BY Alec Mapa
November 21 2005 1:00 AM ET
Alec. I just thought I’d introduce myself. My name is
Judy Shepard.” She walked right up to me at the
25th anniversary banquet for the Human Rights Campaign
in D.C., took my hands in hers, and I was completely
mortified. I should have been the one to introduce myself to
her. I planned on saying hello that night, but she was
already swamped by well-wishers, having just received
a standing ovation from 3,000 people. That’s a
lousy excuse, but the truth is, meeting famous people scares
the shit out of me. I regard celebrities like wild
animals on safari: I’m fascinated by their
presence but am far too intimidated to make an
it’s because the first famous person I ever met was
Imelda Marcos. As a child I accompanied my father on a
tour of Manila he had booked for World War II
veterans. Included on the itinerary was an afternoon
visit with President Marcos at Malacañang Palace. While
waiting to meet Ferdinand, Imelda glided into the
receiving room. With a lacquered beehive that defied
gravity and a silk goddess shift festooned with
hand-embroidered flowers, she seemed less like a person and
more like a renegade parade float. I was terrified. I
squeaked out a pathetic “P-pleased to meet you,
Mrs. President.” She offered a limp handshake,
maintaining eye contact with the wall space just above my
head. I was in the tropics but felt ice run through my
Judy Shepard is
one of my heroes. She’s taken her grief over the
brutal slaying of her son Matthew and channeled it
into a galvanizing vehicle for tolerance and change.
Determined to prevent their son’s fate from
befalling other people, Judy and her husband, Dennis,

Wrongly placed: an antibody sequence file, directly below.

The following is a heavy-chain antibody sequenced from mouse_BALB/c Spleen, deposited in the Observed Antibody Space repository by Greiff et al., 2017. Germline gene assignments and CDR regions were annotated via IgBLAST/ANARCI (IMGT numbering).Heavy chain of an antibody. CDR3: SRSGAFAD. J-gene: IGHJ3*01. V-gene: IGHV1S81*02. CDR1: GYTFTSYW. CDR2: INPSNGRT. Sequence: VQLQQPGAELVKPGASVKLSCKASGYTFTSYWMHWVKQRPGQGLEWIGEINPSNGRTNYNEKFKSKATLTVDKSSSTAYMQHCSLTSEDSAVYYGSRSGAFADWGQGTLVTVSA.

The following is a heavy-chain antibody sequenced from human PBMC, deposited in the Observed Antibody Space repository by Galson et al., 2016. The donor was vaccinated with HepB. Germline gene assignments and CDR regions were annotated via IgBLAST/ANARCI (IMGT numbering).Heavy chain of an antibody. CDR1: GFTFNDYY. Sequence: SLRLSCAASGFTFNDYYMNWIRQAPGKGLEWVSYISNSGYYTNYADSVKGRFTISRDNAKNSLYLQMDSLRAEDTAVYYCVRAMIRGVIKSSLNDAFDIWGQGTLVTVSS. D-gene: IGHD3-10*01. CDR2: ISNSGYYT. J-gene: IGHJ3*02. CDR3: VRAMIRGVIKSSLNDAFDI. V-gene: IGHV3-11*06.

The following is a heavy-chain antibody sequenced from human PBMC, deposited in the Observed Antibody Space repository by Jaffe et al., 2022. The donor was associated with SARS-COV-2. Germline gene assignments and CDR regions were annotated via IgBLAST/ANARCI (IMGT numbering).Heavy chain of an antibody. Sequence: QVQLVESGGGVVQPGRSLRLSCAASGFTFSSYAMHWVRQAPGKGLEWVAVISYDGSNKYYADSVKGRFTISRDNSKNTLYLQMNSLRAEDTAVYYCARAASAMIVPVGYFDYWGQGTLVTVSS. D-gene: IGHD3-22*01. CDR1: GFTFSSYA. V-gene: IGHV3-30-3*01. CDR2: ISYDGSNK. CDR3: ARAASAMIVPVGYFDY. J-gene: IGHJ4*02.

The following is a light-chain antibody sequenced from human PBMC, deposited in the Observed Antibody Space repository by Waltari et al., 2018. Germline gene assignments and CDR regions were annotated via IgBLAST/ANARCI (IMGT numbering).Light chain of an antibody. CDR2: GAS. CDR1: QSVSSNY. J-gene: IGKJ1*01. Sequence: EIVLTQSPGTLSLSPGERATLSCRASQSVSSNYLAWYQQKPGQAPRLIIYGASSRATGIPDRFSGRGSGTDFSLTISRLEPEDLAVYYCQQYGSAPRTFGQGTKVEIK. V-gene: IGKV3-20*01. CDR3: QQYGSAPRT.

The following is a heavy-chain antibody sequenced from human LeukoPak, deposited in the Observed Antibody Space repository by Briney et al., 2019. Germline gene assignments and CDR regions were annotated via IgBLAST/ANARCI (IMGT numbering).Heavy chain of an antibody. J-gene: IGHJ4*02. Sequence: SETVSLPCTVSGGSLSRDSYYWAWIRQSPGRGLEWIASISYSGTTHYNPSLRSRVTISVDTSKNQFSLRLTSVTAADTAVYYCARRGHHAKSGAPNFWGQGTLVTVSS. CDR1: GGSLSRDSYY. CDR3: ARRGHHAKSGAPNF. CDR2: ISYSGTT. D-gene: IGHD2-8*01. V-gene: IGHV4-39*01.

established the Matthew Shepard Foundation to help
carry on Matthew’s legacy by embracing the
causes he had championed. I was afraid to meet her. Not only
because my own activism seems vaudevillian and
inconsequential in comparison, but because Judy
Shepard looks just like my mom. Slap a black pixie wig on
her, give her an olive tint, and watch me scramble to hide
my report card.
I completely live
up to the stereotype of the gay man as mama’s boy. I
was my mother’s shadow. Teased relentlessly at
school, I only ever felt completely safe and relaxed
in her company. Judy has been quoted as saying,
“I loved Matt just the way he was.” Asian
people don’t say things like that, but I knew
subjectively that my mom felt the same way about me.
When I came out to her it was such a nonissue that I rued
the months I spent preparing for the big disclosure.
When she died 13 years ago I swore I would miss her
for the rest of my life. So far I have.
Judy said to me,
“I just wanted to thank you for all the work
you’ve done for our community.” I wanted
to put my hand over her mouth Dianne
Wiest–style and shout “Don’t
speak!” but was rendered mute by the sight of
this white woman with my mother’s face. I wanted to
tell her I’ve done nothing. I’m just a
comic embarrassed by my own neediness. But you’ve
given more than I ever could and without any of my
bitterness. You are the personification of grace. I
said none of this but just hugged her. She returned to
her table, our brief exchange over. I met a real star.
And the light was blinding.
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